Jet Blue’s got the right idea. All of their reservation agents work from home. They have created an entire webwork of telecommuters by using a computer network that feeds and monitors incoming calls to their at-home staff .
When I called Jet Blue to book a recent flight the reservation agent was very professional and pleasant. If I hadn’t read about their telecommuting practices, I never would have known the difference. At the end of the conversation I asked the agent, tongue in cheek, if she wears her bunny slippers to work (I couldn’t help myself). She laughed, but didn’t answer. I bet she does.
From a customer’s perspective, I appreciate the savings I get from Jet Blue’s cost cutting practices like the lack overhead for the reservations department. From a boss’s perspective, I was inspired by their system of managing telecommuting employees. According to an article on cbsnews.com, Jet Blue had a 25% increase in productivity the minute they switched to this work-from-home system that accurately keeps track of each telecommuter’s work hours and performance feedback.
But how do the rest of us quantify our telecommuters’ work? This is one of the biggest questions we bosses have about employees working from home. How do I know how much they are working? Continue reading “Managing Telecommuters: A Boss’s Perspective”
Graymatter’s Guide To Greener Business Practices
Find Sustainable Strategies
When we set out to go green at work, I was amazed to learn how toxic our office was (and still is!).Â Â Nearly everything was suspect.Â Obvious culprits like computers and light bulbs didn’t surprise me but I hadn’t considered the adhesive on post-its, the ink in the toner cartridges or the furniture itself.Â It was almost too much information, which made the process seem daunting.Â So, after a deep breath,Â we decided to take things one step at a time. As a matter of fact, I came to realize that the act of going green itself can be waistful.Â You don’t necessarily want to rush right out and get rid of old computers and furniture (unless you have a hyper sensitive immune system).Â That just adds to a landfill.Â As with anything, the middle path, the path of moderation is often the wisest.Â We came up with some broad stroke ‘strategies’, and I use that term loosely, that were sustainable to the environment and to our budget.Â So, for us going green is an on-going process.Â We’re more green today than we were yesterday but not as green as we’ll be tomorrow (I hope!).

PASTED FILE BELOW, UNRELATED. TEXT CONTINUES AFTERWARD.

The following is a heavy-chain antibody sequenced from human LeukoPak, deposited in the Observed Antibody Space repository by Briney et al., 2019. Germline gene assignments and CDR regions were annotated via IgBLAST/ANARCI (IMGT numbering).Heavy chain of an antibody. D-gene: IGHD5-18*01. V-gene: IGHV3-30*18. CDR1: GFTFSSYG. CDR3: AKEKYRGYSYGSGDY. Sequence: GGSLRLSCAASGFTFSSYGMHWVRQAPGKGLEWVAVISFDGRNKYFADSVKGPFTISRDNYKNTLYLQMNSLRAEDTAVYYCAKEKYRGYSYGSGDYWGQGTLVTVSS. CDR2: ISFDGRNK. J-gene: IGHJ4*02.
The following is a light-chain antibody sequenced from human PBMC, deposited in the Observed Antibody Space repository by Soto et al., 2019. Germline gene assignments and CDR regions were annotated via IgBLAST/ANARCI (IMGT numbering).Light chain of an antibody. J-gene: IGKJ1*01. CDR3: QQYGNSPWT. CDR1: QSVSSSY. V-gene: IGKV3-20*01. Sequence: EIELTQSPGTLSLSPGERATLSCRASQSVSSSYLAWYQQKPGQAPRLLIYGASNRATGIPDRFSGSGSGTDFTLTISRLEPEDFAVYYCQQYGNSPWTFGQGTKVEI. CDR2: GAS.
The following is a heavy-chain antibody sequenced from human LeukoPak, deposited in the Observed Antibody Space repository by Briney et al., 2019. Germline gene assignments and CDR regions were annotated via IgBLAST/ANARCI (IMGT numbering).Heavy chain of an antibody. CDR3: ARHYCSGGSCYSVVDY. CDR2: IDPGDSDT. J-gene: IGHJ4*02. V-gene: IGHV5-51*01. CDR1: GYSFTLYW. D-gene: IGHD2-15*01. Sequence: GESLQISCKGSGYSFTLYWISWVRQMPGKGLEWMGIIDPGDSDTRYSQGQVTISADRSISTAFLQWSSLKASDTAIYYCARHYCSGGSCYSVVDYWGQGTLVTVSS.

Here are some of the first sustainable ‘strategies’ we came up with.Â Maybe they’ll work for you or maybe you’ll come up with your own. Continue reading “How To Green Your Office”
The use of the Internet has changed the landscape of the American election process.Â Candidates are using free resources like http://ustream.tv and http://youtube.com to get their message out with great success.Â Web sites are used collect campaign money and put out calls to action.Â Social networking sites have helped reach voters young and old.
These green methods are replacing the old wasteful election mailers.Â We suggest these cadidates make a committment to greener business practices by using green web hosting such as Graymatter Green Web Hosting.
FlexPath recently put out a listed of the five biggest mistakes individuals make in telecommuting.Â Having been both a telecommuter and employer of telecommuters, I thought it was useful.Â Here is FlexPath’s Five Biggest Mistakes in Telecommuting (in bold) with my perspective thrown in afterwards:
1. Neglect to set boundaries for themselves regarding work and personal responsibilities. I still find this quite challenging, even now after years of telecommuting.Â Here’s what works for me (sometimes):
- Have at least one work-dedicated phone line installed;
- Set up a room or area that is exclusively for work;
- Set a time when you ‘go home’ after which you don’t answer the phone or continue working (yeah, good luck with that!).
Continue reading “The Five Biggest Mistakes in Telecommuting”